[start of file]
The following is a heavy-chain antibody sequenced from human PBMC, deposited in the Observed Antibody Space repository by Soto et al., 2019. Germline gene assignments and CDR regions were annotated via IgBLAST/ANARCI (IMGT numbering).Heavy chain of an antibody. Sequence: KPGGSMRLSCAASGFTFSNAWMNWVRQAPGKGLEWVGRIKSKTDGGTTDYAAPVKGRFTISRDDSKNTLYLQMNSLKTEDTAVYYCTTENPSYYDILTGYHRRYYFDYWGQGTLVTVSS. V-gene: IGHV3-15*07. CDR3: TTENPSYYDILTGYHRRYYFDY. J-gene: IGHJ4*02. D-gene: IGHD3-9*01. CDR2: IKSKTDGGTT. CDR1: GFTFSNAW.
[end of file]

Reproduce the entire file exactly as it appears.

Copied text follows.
The following is a heavy-chain antibody sequenced from human PBMC, deposited in the Observed Antibody Space repository by Soto et al., 2019. Germline gene assignments and CDR regions were annotated via IgBLAST/ANARCI (IMGT numbering).Heavy chain of an antibody. Sequence: KPGGSMRLSCAASGFTFSNAWMNWVRQAPGKGLEWVGRIKSKTDGGTTDYAAPVKGRFTISRDDSKNTLYLQMNSLKTEDTAVYYCTTENPSYYDILTGYHRRYYFDYWGQGTLVTVSS. V-gene: IGHV3-15*07. CDR3: TTENPSYYDILTGYHRRYYFDY. J-gene: IGHJ4*02. D-gene: IGHD3-9*01. CDR2: IKSKTDGGTT. CDR1: GFTFSNAW.